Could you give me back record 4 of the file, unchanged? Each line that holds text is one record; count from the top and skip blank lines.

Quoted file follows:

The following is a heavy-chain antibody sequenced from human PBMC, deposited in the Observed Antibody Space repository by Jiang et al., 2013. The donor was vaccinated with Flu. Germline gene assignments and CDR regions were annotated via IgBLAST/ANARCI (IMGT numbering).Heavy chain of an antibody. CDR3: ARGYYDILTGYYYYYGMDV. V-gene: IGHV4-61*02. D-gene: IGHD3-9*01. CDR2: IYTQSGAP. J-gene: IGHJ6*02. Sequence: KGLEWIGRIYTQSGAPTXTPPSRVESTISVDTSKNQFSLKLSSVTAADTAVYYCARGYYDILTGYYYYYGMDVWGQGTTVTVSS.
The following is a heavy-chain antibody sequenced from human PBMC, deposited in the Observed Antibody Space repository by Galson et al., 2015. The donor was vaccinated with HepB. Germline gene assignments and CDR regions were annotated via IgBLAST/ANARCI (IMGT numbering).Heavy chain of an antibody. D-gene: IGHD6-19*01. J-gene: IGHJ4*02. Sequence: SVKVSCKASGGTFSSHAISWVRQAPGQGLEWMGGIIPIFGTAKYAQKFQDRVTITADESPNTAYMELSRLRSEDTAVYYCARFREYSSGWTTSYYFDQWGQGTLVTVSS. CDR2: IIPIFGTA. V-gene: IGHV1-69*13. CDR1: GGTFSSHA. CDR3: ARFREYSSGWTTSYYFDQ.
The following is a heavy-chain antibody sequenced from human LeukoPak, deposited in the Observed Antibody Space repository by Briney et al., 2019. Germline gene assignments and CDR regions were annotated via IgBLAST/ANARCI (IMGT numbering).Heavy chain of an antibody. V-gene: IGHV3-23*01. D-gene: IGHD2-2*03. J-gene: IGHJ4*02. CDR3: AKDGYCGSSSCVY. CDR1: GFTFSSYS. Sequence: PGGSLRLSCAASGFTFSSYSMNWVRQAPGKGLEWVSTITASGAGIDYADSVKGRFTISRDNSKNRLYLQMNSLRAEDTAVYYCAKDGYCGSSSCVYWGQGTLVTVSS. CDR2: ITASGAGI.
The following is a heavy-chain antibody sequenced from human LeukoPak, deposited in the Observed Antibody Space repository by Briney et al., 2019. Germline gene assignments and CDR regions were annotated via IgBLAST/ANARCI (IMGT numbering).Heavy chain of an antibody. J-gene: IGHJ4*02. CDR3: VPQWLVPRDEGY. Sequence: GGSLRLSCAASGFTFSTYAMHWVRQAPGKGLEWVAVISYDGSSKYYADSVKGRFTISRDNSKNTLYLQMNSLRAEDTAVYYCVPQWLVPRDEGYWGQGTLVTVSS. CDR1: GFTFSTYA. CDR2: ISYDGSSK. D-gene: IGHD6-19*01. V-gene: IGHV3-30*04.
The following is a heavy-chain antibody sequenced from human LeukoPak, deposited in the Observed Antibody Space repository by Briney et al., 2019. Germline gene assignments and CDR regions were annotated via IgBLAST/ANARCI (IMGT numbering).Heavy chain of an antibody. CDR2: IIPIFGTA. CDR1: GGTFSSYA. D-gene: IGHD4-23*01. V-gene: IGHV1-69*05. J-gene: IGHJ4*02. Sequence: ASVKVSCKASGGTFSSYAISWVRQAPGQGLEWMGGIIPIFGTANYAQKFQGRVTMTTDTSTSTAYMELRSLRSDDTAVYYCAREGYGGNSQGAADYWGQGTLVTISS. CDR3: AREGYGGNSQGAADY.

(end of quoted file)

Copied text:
The following is a heavy-chain antibody sequenced from human LeukoPak, deposited in the Observed Antibody Space repository by Briney et al., 2019. Germline gene assignments and CDR regions were annotated via IgBLAST/ANARCI (IMGT numbering).Heavy chain of an antibody. J-gene: IGHJ4*02. CDR3: VPQWLVPRDEGY. Sequence: GGSLRLSCAASGFTFSTYAMHWVRQAPGKGLEWVAVISYDGSSKYYADSVKGRFTISRDNSKNTLYLQMNSLRAEDTAVYYCVPQWLVPRDEGYWGQGTLVTVSS. CDR1: GFTFSTYA. CDR2: ISYDGSSK. D-gene: IGHD6-19*01. V-gene: IGHV3-30*04.